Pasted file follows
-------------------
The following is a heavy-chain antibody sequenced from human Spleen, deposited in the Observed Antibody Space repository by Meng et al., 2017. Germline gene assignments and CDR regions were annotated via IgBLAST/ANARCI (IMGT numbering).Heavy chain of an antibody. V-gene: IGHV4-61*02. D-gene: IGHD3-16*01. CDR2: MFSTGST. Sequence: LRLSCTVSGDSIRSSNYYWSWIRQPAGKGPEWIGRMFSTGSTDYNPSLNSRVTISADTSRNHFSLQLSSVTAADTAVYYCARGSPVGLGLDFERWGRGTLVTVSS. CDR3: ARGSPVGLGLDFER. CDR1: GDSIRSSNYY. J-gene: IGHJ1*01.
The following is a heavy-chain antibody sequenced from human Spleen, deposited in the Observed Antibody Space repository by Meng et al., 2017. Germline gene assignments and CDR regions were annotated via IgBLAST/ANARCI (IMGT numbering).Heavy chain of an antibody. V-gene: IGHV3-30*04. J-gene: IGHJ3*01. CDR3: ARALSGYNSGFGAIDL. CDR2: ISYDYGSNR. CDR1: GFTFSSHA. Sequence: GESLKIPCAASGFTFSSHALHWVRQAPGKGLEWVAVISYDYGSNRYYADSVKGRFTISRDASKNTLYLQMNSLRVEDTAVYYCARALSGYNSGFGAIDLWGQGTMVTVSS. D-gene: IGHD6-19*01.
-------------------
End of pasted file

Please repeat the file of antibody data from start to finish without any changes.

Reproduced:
The following is a heavy-chain antibody sequenced from human Spleen, deposited in the Observed Antibody Space repository by Meng et al., 2017. Germline gene assignments and CDR regions were annotated via IgBLAST/ANARCI (IMGT numbering).Heavy chain of an antibody. V-gene: IGHV4-61*02. D-gene: IGHD3-16*01. CDR2: MFSTGST. Sequence: LRLSCTVSGDSIRSSNYYWSWIRQPAGKGPEWIGRMFSTGSTDYNPSLNSRVTISADTSRNHFSLQLSSVTAADTAVYYCARGSPVGLGLDFERWGRGTLVTVSS. CDR3: ARGSPVGLGLDFER. CDR1: GDSIRSSNYY. J-gene: IGHJ1*01.
The following is a heavy-chain antibody sequenced from human Spleen, deposited in the Observed Antibody Space repository by Meng et al., 2017. Germline gene assignments and CDR regions were annotated via IgBLAST/ANARCI (IMGT numbering).Heavy chain of an antibody. V-gene: IGHV3-30*04. J-gene: IGHJ3*01. CDR3: ARALSGYNSGFGAIDL. CDR2: ISYDYGSNR. CDR1: GFTFSSHA. Sequence: GESLKIPCAASGFTFSSHALHWVRQAPGKGLEWVAVISYDYGSNRYYADSVKGRFTISRDASKNTLYLQMNSLRVEDTAVYYCARALSGYNSGFGAIDLWGQGTMVTVSS. D-gene: IGHD6-19*01.